Tips for Securing Your Home Router
Seemingly minor and easily overlooked settings can still have profound security implications. Here are some steps you can take to make sure your wired or wireless home router — and by extension, your network — is as secure as possible.
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ParkerVision SignalMax Wireless Router
Author: Joseph Moran Review Date: 1/4/2005 8:41:52 AM
Price: $99 (Router model WR1500); $79 (Cardbus or USB adapter)
Pros: Range claims to be met.
Cons: 802.11b only, no support for WPA encryption
When shopping for WLAN equipment for a home or office, buyers are often fixated on a product's throughput claims. However, equally important to many purchasers (either from the start or once the products are bought and installed) is whether a WLAN will cover all the areas necessary to enable users to operate wireless devices wherever they wish.
Unlike many other WLAN vendors, Parkervision doesn't make any throughput claims at all for its SignalMax line of products. Instead, it aims its focus on the issue of wireless coverage, by utilizing a technology the company calls Direct to Data (D2D). D2D uses a method of transmitting and receiving called RF Energy Sampling that samples much larger parts of the wireless signal than a conventional radio. Parkervision says this makes the signal less susceptible to interference and makes extracting data from it more efficient, greatly increasing signal range. (The technology is applicable to any product that uses RF; the company also makes a D2D-based cordless phone.)
Considering the prevalence of large, multistory homes, expansive yards, and the many sources of potential interference (both active and passive) a WLAN signal must contend with, chances are that a good percentage of WLAN users experience some kind of signal problem, either in the form of dead spots or weak areas where the signal is too tenuous to be used reliably. Sometimes, these coverage issues can be mitigated by simply adjusting (and adjusting, and adjusting again) the position or location of the access point. In many cases, though, buyers must resort to the use of high-gain antennas, repeaters, or additional access points, which inevitably results in increased cost and complexity when setting up a network. ParkerVision promises to solve WLAN coverage problems with the D2D radio technology, obviating the need for these extra devices.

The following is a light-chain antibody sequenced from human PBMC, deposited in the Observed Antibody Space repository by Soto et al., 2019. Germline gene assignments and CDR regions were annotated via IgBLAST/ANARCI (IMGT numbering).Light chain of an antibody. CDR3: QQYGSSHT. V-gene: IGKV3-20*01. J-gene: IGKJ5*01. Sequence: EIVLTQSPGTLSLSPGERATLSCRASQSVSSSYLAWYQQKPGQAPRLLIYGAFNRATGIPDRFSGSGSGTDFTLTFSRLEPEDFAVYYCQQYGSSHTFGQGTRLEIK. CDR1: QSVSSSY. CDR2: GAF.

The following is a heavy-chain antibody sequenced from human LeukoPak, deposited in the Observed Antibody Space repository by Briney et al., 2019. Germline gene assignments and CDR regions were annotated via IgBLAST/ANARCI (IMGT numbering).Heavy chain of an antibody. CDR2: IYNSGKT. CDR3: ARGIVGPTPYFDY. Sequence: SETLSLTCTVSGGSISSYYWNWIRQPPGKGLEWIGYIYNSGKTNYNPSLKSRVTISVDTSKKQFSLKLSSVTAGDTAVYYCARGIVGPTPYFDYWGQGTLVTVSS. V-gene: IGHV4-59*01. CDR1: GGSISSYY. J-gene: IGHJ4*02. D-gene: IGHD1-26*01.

The company boasts that its SignalMax products—the WR1500 router with access point and WLAN1500 Cardbus adapter (a USB adapter is also available)—can achieve signal distance of one mile in an open field. (That's certainly impressive and may even be true, but how many of us live or work in an open field?) Nevertheless, the company is confident enough in its products that it guarantees that the hardware will cover an entire home and offers a 30-day refund if any dead spots are encountered.
It's important to note that both the WR1500 and the WLAN1500 are 11 Mbps 802.11b-only devices. ParkerVision says a follow-on 802.11g product incorporating the D2D radio technology will be released early in 2005. Interestingly enough, ParkerVision chose not to have either product's packaging indicate this fact, perhaps presuming that prospective buyers will consider the SignalMax products inferior to 802.11g devices (an argument than can be made if you consider potential throughput as the sole criterion). The box flap does indicate the devices are compatible with both b and g products, which they, of course, are (in the case of the WLAN1500 card, though, only provided that the wireless network is operating in mixed mode).